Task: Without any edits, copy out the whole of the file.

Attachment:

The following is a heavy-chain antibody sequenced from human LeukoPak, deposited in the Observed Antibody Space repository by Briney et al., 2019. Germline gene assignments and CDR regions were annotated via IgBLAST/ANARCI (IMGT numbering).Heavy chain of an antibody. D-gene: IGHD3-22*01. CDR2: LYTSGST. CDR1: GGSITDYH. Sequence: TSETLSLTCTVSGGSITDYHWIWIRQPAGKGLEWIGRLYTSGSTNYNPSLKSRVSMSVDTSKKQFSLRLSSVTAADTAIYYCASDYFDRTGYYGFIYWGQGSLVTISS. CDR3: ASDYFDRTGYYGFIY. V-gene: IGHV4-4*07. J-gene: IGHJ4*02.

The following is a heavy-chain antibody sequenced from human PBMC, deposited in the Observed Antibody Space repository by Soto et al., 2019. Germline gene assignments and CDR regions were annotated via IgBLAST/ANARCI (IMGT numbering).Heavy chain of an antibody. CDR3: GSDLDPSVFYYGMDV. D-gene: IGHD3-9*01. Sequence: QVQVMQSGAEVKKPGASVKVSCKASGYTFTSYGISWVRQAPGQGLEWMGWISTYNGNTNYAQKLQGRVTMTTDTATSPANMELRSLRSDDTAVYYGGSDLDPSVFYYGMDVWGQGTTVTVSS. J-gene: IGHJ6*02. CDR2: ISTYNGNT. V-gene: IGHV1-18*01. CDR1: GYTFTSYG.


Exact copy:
The following is a heavy-chain antibody sequenced from human LeukoPak, deposited in the Observed Antibody Space repository by Briney et al., 2019. Germline gene assignments and CDR regions were annotated via IgBLAST/ANARCI (IMGT numbering).Heavy chain of an antibody. D-gene: IGHD3-22*01. CDR2: LYTSGST. CDR1: GGSITDYH. Sequence: TSETLSLTCTVSGGSITDYHWIWIRQPAGKGLEWIGRLYTSGSTNYNPSLKSRVSMSVDTSKKQFSLRLSSVTAADTAIYYCASDYFDRTGYYGFIYWGQGSLVTISS. CDR3: ASDYFDRTGYYGFIY. V-gene: IGHV4-4*07. J-gene: IGHJ4*02.

The following is a heavy-chain antibody sequenced from human PBMC, deposited in the Observed Antibody Space repository by Soto et al., 2019. Germline gene assignments and CDR regions were annotated via IgBLAST/ANARCI (IMGT numbering).Heavy chain of an antibody. CDR3: GSDLDPSVFYYGMDV. D-gene: IGHD3-9*01. Sequence: QVQVMQSGAEVKKPGASVKVSCKASGYTFTSYGISWVRQAPGQGLEWMGWISTYNGNTNYAQKLQGRVTMTTDTATSPANMELRSLRSDDTAVYYGGSDLDPSVFYYGMDVWGQGTTVTVSS. J-gene: IGHJ6*02. CDR2: ISTYNGNT. V-gene: IGHV1-18*01. CDR1: GYTFTSYG.